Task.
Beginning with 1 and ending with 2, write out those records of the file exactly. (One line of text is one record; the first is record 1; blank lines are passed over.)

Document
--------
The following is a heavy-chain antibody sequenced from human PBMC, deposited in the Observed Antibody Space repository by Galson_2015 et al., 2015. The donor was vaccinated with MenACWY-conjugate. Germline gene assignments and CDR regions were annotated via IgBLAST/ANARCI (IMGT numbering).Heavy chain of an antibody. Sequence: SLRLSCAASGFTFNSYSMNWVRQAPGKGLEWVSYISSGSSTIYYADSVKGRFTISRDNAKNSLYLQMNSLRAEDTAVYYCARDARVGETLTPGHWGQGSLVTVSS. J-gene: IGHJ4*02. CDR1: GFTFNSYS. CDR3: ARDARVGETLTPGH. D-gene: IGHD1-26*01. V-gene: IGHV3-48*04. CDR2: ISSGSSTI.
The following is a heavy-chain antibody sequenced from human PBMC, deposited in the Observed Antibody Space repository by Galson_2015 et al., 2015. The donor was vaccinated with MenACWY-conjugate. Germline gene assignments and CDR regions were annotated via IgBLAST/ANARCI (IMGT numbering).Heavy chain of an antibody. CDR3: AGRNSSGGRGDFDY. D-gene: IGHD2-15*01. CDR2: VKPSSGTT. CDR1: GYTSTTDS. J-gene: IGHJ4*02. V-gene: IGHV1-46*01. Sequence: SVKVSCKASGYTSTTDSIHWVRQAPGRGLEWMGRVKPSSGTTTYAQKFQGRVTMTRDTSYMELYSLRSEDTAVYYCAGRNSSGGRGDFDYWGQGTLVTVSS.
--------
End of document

The following is a heavy-chain antibody sequenced from human PBMC, deposited in the Observed Antibody Space repository by Galson_2015 et al., 2015. The donor was vaccinated with MenACWY-conjugate. Germline gene assignments and CDR regions were annotated via IgBLAST/ANARCI (IMGT numbering).Heavy chain of an antibody. Sequence: SLRLSCAASGFTFNSYSMNWVRQAPGKGLEWVSYISSGSSTIYYADSVKGRFTISRDNAKNSLYLQMNSLRAEDTAVYYCARDARVGETLTPGHWGQGSLVTVSS. J-gene: IGHJ4*02. CDR1: GFTFNSYS. CDR3: ARDARVGETLTPGH. D-gene: IGHD1-26*01. V-gene: IGHV3-48*04. CDR2: ISSGSSTI.
The following is a heavy-chain antibody sequenced from human PBMC, deposited in the Observed Antibody Space repository by Galson_2015 et al., 2015. The donor was vaccinated with MenACWY-conjugate. Germline gene assignments and CDR regions were annotated via IgBLAST/ANARCI (IMGT numbering).Heavy chain of an antibody. CDR3: AGRNSSGGRGDFDY. D-gene: IGHD2-15*01. CDR2: VKPSSGTT. CDR1: GYTSTTDS. J-gene: IGHJ4*02. V-gene: IGHV1-46*01. Sequence: SVKVSCKASGYTSTTDSIHWVRQAPGRGLEWMGRVKPSSGTTTYAQKFQGRVTMTRDTSYMELYSLRSEDTAVYYCAGRNSSGGRGDFDYWGQGTLVTVSS.